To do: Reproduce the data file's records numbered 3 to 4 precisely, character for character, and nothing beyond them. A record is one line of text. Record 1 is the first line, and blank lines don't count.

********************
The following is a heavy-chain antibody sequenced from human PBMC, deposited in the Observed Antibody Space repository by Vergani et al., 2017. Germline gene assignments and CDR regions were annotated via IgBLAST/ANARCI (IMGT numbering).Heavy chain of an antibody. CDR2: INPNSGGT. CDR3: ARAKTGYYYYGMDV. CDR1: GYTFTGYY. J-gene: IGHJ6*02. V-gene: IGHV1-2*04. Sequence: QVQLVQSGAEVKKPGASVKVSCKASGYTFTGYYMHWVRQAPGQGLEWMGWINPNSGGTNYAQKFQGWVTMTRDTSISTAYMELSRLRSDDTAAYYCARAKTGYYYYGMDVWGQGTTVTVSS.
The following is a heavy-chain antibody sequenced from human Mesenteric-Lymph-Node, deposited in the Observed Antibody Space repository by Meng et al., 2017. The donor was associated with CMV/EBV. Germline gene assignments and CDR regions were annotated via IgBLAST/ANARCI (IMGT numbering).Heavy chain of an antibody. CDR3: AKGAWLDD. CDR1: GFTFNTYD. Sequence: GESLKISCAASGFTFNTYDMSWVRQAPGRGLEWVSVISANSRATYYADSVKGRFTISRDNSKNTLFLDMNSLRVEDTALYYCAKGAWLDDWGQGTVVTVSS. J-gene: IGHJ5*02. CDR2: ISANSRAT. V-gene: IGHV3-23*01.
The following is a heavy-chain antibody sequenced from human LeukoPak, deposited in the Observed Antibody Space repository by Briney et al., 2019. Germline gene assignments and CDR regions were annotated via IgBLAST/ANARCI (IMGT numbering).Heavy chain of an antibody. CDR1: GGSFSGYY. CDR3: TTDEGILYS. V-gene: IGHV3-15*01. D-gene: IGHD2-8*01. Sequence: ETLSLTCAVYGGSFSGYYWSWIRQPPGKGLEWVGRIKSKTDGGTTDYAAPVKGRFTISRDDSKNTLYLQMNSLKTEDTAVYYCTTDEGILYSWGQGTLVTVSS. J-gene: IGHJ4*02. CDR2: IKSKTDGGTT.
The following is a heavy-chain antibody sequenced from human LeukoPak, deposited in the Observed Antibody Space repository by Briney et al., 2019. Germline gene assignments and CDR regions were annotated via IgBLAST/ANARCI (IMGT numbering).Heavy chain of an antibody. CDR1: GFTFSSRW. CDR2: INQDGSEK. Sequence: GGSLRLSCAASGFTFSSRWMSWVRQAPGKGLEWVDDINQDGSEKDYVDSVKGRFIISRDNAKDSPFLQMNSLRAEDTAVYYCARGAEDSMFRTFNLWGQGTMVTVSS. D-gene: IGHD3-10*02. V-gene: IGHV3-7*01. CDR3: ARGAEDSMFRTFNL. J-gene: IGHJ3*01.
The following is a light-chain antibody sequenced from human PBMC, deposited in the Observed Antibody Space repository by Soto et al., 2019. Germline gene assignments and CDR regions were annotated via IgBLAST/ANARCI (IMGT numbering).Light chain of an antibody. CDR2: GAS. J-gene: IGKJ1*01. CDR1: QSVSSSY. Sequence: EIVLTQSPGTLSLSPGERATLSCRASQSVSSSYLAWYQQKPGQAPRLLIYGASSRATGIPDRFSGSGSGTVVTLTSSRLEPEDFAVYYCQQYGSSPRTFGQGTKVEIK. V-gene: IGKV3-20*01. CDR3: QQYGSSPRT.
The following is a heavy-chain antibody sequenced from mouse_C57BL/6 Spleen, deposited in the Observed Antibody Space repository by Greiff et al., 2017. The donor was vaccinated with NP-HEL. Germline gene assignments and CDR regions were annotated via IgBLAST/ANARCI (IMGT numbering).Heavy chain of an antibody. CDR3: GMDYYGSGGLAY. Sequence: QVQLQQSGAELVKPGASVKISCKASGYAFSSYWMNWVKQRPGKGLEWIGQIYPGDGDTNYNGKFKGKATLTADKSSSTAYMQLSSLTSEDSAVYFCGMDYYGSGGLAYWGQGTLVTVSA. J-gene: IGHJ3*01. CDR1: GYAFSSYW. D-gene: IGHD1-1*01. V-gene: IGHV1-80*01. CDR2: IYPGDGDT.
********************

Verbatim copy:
The following is a heavy-chain antibody sequenced from human LeukoPak, deposited in the Observed Antibody Space repository by Briney et al., 2019. Germline gene assignments and CDR regions were annotated via IgBLAST/ANARCI (IMGT numbering).Heavy chain of an antibody. CDR1: GGSFSGYY. CDR3: TTDEGILYS. V-gene: IGHV3-15*01. D-gene: IGHD2-8*01. Sequence: ETLSLTCAVYGGSFSGYYWSWIRQPPGKGLEWVGRIKSKTDGGTTDYAAPVKGRFTISRDDSKNTLYLQMNSLKTEDTAVYYCTTDEGILYSWGQGTLVTVSS. J-gene: IGHJ4*02. CDR2: IKSKTDGGTT.
The following is a heavy-chain antibody sequenced from human LeukoPak, deposited in the Observed Antibody Space repository by Briney et al., 2019. Germline gene assignments and CDR regions were annotated via IgBLAST/ANARCI (IMGT numbering).Heavy chain of an antibody. CDR1: GFTFSSRW. CDR2: INQDGSEK. Sequence: GGSLRLSCAASGFTFSSRWMSWVRQAPGKGLEWVDDINQDGSEKDYVDSVKGRFIISRDNAKDSPFLQMNSLRAEDTAVYYCARGAEDSMFRTFNLWGQGTMVTVSS. D-gene: IGHD3-10*02. V-gene: IGHV3-7*01. CDR3: ARGAEDSMFRTFNL. J-gene: IGHJ3*01.